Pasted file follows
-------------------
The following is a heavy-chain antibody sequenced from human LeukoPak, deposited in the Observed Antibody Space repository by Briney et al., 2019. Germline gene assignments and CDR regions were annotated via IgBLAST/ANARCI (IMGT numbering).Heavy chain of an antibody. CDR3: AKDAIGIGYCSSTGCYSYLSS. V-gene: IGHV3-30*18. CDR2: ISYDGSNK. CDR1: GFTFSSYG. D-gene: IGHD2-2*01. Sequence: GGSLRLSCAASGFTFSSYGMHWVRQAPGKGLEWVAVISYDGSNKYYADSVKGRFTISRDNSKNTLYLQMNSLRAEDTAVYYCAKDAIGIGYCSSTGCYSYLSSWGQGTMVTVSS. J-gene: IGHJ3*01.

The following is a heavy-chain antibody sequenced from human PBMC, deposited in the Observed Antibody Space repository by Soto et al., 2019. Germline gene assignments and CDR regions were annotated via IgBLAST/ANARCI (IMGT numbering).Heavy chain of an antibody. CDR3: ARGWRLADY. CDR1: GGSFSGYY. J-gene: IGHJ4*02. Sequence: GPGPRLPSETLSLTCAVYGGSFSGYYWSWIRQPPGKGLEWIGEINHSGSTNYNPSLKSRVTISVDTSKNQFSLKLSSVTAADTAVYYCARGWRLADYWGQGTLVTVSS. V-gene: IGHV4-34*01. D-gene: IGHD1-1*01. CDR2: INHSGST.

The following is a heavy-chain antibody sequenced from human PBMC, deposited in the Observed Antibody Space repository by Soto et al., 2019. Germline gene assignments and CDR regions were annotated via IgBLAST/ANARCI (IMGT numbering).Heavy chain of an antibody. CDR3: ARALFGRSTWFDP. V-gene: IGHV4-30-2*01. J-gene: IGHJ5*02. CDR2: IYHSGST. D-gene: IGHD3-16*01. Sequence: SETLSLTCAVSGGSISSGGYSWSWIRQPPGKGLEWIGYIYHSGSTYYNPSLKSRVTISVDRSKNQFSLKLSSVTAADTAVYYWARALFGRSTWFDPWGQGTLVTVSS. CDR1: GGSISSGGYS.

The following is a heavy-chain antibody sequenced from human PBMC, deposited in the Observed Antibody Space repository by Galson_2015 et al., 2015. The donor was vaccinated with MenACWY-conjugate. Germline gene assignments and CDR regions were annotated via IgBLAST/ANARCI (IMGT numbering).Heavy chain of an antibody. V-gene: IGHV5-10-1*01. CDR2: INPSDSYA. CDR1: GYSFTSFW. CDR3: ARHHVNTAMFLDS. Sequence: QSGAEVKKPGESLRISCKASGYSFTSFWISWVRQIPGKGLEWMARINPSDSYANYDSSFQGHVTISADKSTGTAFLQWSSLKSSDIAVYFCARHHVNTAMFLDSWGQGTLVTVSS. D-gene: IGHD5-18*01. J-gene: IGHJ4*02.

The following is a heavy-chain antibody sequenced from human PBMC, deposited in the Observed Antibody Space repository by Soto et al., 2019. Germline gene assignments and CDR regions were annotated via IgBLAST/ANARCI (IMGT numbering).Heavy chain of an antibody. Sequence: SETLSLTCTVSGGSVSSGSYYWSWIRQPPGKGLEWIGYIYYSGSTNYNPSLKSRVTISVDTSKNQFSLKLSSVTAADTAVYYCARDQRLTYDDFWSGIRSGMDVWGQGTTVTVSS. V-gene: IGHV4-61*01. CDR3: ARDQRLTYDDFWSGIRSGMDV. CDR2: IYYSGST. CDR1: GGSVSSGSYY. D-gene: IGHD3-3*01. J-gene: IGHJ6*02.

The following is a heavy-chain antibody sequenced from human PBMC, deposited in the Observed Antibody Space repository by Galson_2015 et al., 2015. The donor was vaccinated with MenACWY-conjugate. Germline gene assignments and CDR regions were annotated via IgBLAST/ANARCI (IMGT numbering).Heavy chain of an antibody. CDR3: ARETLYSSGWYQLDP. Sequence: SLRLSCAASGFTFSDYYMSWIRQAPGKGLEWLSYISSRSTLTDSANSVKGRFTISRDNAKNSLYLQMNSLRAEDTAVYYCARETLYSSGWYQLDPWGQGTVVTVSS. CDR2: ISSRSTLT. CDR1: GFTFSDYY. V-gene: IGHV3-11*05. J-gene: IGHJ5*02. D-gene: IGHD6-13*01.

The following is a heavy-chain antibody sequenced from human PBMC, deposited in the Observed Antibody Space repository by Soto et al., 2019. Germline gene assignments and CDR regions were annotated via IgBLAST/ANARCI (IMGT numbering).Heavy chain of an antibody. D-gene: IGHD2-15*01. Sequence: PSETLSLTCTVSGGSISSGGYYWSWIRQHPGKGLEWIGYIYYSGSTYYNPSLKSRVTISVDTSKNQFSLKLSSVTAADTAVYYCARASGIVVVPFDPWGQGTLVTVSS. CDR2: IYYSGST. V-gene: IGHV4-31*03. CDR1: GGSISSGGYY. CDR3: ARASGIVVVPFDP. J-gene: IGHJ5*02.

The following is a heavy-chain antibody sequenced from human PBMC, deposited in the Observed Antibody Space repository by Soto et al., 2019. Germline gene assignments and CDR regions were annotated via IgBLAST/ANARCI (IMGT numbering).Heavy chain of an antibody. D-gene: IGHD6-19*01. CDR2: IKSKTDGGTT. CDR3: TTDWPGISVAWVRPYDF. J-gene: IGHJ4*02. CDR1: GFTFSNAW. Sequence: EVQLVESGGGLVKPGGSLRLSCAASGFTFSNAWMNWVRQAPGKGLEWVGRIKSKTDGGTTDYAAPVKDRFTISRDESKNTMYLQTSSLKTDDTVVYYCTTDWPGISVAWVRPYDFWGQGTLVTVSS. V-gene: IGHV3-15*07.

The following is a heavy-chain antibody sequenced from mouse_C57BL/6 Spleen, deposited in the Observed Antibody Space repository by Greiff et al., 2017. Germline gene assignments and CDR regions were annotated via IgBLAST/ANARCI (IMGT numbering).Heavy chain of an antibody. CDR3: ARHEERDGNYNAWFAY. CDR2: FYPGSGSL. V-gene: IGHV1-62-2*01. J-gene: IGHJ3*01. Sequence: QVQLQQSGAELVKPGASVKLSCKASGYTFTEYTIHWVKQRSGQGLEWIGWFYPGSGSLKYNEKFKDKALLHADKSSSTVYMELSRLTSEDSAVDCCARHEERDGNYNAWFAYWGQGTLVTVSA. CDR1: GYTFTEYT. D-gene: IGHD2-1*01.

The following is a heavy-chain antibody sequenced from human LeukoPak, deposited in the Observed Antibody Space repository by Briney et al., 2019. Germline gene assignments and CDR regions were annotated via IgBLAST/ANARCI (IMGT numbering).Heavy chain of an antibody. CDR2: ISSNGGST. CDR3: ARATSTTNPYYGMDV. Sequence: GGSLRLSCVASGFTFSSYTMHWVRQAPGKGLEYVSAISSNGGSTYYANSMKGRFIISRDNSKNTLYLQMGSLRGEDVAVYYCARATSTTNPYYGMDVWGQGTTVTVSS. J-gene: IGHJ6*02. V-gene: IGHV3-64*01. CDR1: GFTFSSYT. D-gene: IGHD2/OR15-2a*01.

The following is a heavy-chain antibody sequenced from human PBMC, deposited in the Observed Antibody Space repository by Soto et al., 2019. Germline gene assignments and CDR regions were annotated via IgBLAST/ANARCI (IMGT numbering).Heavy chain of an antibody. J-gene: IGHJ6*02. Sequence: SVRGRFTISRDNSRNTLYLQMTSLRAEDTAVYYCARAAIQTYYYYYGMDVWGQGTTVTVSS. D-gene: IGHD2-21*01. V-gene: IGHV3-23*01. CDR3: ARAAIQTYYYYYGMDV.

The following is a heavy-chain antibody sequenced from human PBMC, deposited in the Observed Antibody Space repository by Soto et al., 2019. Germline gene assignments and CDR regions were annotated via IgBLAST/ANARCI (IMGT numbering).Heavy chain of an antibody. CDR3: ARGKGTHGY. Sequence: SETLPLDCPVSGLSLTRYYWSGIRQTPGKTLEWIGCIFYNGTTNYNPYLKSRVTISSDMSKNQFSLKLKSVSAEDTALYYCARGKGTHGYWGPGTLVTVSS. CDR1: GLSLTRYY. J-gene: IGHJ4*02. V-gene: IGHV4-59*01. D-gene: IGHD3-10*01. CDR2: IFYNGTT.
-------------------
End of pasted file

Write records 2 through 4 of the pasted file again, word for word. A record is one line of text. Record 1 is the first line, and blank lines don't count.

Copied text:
The following is a heavy-chain antibody sequenced from human PBMC, deposited in the Observed Antibody Space repository by Soto et al., 2019. Germline gene assignments and CDR regions were annotated via IgBLAST/ANARCI (IMGT numbering).Heavy chain of an antibody. CDR3: ARGWRLADY. CDR1: GGSFSGYY. J-gene: IGHJ4*02. Sequence: GPGPRLPSETLSLTCAVYGGSFSGYYWSWIRQPPGKGLEWIGEINHSGSTNYNPSLKSRVTISVDTSKNQFSLKLSSVTAADTAVYYCARGWRLADYWGQGTLVTVSS. V-gene: IGHV4-34*01. D-gene: IGHD1-1*01. CDR2: INHSGST.

The following is a heavy-chain antibody sequenced from human PBMC, deposited in the Observed Antibody Space repository by Soto et al., 2019. Germline gene assignments and CDR regions were annotated via IgBLAST/ANARCI (IMGT numbering).Heavy chain of an antibody. CDR3: ARALFGRSTWFDP. V-gene: IGHV4-30-2*01. J-gene: IGHJ5*02. CDR2: IYHSGST. D-gene: IGHD3-16*01. Sequence: SETLSLTCAVSGGSISSGGYSWSWIRQPPGKGLEWIGYIYHSGSTYYNPSLKSRVTISVDRSKNQFSLKLSSVTAADTAVYYWARALFGRSTWFDPWGQGTLVTVSS. CDR1: GGSISSGGYS.

The following is a heavy-chain antibody sequenced from human PBMC, deposited in the Observed Antibody Space repository by Galson_2015 et al., 2015. The donor was vaccinated with MenACWY-conjugate. Germline gene assignments and CDR regions were annotated via IgBLAST/ANARCI (IMGT numbering).Heavy chain of an antibody. V-gene: IGHV5-10-1*01. CDR2: INPSDSYA. CDR1: GYSFTSFW. CDR3: ARHHVNTAMFLDS. Sequence: QSGAEVKKPGESLRISCKASGYSFTSFWISWVRQIPGKGLEWMARINPSDSYANYDSSFQGHVTISADKSTGTAFLQWSSLKSSDIAVYFCARHHVNTAMFLDSWGQGTLVTVSS. D-gene: IGHD5-18*01. J-gene: IGHJ4*02.